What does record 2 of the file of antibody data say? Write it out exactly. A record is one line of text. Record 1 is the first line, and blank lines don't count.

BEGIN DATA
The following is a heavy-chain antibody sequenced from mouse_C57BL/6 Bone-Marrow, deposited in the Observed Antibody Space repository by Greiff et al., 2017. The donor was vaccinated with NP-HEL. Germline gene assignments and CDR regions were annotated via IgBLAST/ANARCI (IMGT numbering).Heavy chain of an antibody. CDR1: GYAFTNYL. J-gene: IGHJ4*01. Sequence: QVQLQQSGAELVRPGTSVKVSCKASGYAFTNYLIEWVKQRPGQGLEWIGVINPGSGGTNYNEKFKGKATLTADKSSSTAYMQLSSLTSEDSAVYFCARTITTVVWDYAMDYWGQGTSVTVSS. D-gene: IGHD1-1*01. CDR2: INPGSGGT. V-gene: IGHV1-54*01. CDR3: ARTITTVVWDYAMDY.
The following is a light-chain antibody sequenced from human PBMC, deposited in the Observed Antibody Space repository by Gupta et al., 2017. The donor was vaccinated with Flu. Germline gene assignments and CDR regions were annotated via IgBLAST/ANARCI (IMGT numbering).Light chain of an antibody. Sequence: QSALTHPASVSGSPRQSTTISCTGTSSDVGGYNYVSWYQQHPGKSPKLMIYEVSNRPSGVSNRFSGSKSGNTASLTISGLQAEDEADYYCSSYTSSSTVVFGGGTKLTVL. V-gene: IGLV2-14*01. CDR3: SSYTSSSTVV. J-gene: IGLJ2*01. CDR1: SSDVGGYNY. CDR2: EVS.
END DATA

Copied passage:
The following is a light-chain antibody sequenced from human PBMC, deposited in the Observed Antibody Space repository by Gupta et al., 2017. The donor was vaccinated with Flu. Germline gene assignments and CDR regions were annotated via IgBLAST/ANARCI (IMGT numbering).Light chain of an antibody. Sequence: QSALTHPASVSGSPRQSTTISCTGTSSDVGGYNYVSWYQQHPGKSPKLMIYEVSNRPSGVSNRFSGSKSGNTASLTISGLQAEDEADYYCSSYTSSSTVVFGGGTKLTVL. V-gene: IGLV2-14*01. CDR3: SSYTSSSTVV. J-gene: IGLJ2*01. CDR1: SSDVGGYNY. CDR2: EVS.